Flintoff, who has been named the captain of England's Ashes team despite his ankle injury, said he has matured as a skipper since first leading the side in the sub-continent after Vaughan went back home due to his knee injury.
''I'm passionate about the job and really excited about the prospect of going to Australia and playing in the biggest series in cricket. In contrast to India, when I was thrown in at the deep end, I've got time to think how I'm going to do the job,'' Flintoff told the Daily Telegraph in an interview.
The talismanic all-rounder, under whom the injury-depleted England team managed to draw the Test series but lost the ODIs against India, said he had the side's full support and asserted that he would lead by example.
''I have the respect of the lads. I respect them, I enjoy their company and I'm not going to detach myself too much from them. I won't ask anybody to do anything I wouldn't do myself,'' he said.
Flintoff, who is currently undergoing rehabilitation after a second ankle surgery, also made it clear that he would not make the mistake of over-working his body after coming back from the current injury.
''I don't mind the hard yards, but I've got to keep an eye on my bowling. I learnt my lesson bowling 51 overs in an innings against Sri Lanka. I won't be doing that again,'' he said.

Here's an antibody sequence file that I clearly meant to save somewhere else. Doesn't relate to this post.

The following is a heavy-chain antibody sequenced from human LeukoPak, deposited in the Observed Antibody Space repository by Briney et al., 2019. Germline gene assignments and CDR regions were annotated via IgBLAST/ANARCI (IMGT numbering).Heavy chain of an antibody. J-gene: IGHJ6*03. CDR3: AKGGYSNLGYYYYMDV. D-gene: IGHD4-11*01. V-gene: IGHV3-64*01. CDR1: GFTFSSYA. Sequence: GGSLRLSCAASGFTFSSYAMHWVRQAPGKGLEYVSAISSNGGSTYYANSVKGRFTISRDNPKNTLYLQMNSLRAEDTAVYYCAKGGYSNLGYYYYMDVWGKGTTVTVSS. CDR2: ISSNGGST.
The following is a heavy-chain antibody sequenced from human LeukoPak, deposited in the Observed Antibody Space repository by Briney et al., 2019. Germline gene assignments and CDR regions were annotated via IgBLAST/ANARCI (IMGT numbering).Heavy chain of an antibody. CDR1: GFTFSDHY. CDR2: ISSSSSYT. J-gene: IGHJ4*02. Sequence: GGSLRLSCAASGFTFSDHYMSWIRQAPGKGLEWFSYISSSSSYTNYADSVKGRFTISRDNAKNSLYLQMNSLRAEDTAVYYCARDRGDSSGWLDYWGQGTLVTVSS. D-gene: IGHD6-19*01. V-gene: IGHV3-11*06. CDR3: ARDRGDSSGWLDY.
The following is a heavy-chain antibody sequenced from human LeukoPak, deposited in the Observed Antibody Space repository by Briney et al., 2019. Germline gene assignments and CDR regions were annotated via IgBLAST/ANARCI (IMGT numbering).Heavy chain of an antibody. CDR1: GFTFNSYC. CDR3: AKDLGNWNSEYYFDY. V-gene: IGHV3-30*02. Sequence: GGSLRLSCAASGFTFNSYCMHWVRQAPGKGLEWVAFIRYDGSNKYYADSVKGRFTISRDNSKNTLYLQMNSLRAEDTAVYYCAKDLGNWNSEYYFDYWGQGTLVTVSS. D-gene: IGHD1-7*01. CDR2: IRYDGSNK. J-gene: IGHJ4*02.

The lanky player also talked about his relationship with best friend Steve Harmison and said the pacer was a calming influence during the tour of India and helped him cope with the responsibility of leading the team.
''Of course we're mates, and I think we help each other. In India he was invaluable. The first session in Nagpur I was running around trying to do everything and he was the one in my ear saying 'calm down'. Harmy's knowledge of the game, the way he thinks about it, is really important,'' the all-rounder elaborated.
The Aussies have become more and more aggressive with their verbal volleys before the big series but Flintoff said he would not want to react to the recent statements by the World Champions about England's injury woes.
''I don't think we can worry about that. We've got to concentrate on what we're doing, how we prepare and play. That's what we can control. What they do is their business,'' he quipped.
Meanwhile, Flintoff's fitness trainer Dave Roberts is pleased with the progress made by the all-rounder in rehabilitation and promised to make his body ''bulletproof'' before the November-series Down Under.
''It's been a sort of mission for me to get him as fit and strong as he can be. I'm trying to get his body absolutely bulletproof before he starts bowling,'' Roberts said.